Lassiter said she is grateful for the program, the students, community partners and everyone involved.
“I think this program and these kids have taught me more than I have ever been able to expose to each of them,” Lassiter said. “I was very limited in what I knew about exceptional children when the program began and they have opened my eyes and amazed me many times.”
Seven years in, the 2021-22 Project SEARCH class is the largest to date with nine students. These students spend time in the classroom learning employable skills and go out to internship sites throughout different departments at VMC to practice and refine these skills.
A Shining Example
For students that have an internship experience at the VMC cafeteria, they get a chance to work with a program graduate.
David Jenkins is a utility worker and is a direct supervisor for the Project SEARCH interns placed in the main cafeteria. Jenkins graduated from the program in 2019 and said he loves helping those going through their internships.
“I enjoy that a lot. I get to teach them about stuff that I know and I can sit back and watch them grow because of things that they learn from me,” Jenkins said. “Hopefully that will help them be a better citizen in this community.”
Jenkins had opportunities to intern in different areas throughout VMC during his year with Project SEARCH but enjoyed working in the cafeteria most. He said he felt a breakthrough when he asked to join team meetings during his internship and learned a lot about team goals.
He said it was important for him to go through the program and learn the important skills that have set him up for success today.
“My favorite part of going through the program was pretty much experiencing stuff that would be like the real world, such as advocating for myself, learning how to manage money, working with other people and how to interact with other people,” Jenkins said.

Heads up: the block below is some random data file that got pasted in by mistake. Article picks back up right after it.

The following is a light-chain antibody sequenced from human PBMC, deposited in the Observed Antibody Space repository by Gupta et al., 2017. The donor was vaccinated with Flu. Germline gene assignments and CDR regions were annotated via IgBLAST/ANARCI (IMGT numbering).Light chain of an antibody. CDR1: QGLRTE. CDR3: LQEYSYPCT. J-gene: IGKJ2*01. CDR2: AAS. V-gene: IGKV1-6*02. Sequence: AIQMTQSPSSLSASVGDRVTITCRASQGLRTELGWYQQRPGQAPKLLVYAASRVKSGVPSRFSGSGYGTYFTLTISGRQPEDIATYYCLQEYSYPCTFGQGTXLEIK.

Katie Nagler Houmard, Project SEARCH instructor, said she was proud to see Jenkins’ growth from his time as a shy student to the leader he is today. She also said it’s important for current students to see what they can accomplish with Jenkins setting the example.
“We’ve seen that when they hear it from someone who has been where they are, they’re much more likely to really grasp it and take the advice,” Houmard said. “Sometimes when we tell them something, they could think, ‘What do you know? You’ve never been in my shoes.’ I think it’s inspiring for our current students to see him now in his role and working as part of the team at Vidant. It definitely gives them a good goal to work toward.”
Quintequa Weaver, Project SEARCH job coach, agrees. “I think just seeing him be a role model to the kids now is such a great thing to see,” she said.
It Takes a Village
Lassiter said community partnerships are an important part of what makes the program so special. While VMC hosts the classroom and offers the locations for internships, other community organizations contribute so much.
Pitt County Schools provide a teacher and identify students who make great candidates. RHA Health Services offers up a job coach to help students learn skills and work with them to find positions after graduation. On a state level, the North Carolina Council on Developmental Disabilities and North Carolina Vocational Rehabilitation provide support as well.
Internally to Vidant, team members who support the program are invaluable. Bernard Dixon, assistant manager for Central Services at VMC, is one of many team members who supports Project SEARCH and students going through the program. He said he appreciates the opportunity to work with these exceptional students and help them grow as team members.
When a student is preparing for an internship, they go through the typical steps that any team member would take before joining a department.
“They come down and they interview for the position as a typical employee would and we sit down and talk with them,” Dixon said. “Once we sit down and talk, we find out what exactly they can do and what their skill level is. Once we determine what their skill level is, we treat them just like we would any other employee.”
He has found that as he works with the students in Project SEARCH, once they are comfortable in their role, they often exceed expectations. He said supporting the students—and not putting labels or limitations on them while also helping them learn employable skills—is the most important thing his team can do.
“We don’t want them to be labeled or anything like that,” Dixon said. “It’s not about saying they can’t do this or they can’t do that – no. Let them do what they do. We find out that a lot of them can do more than we think they can.”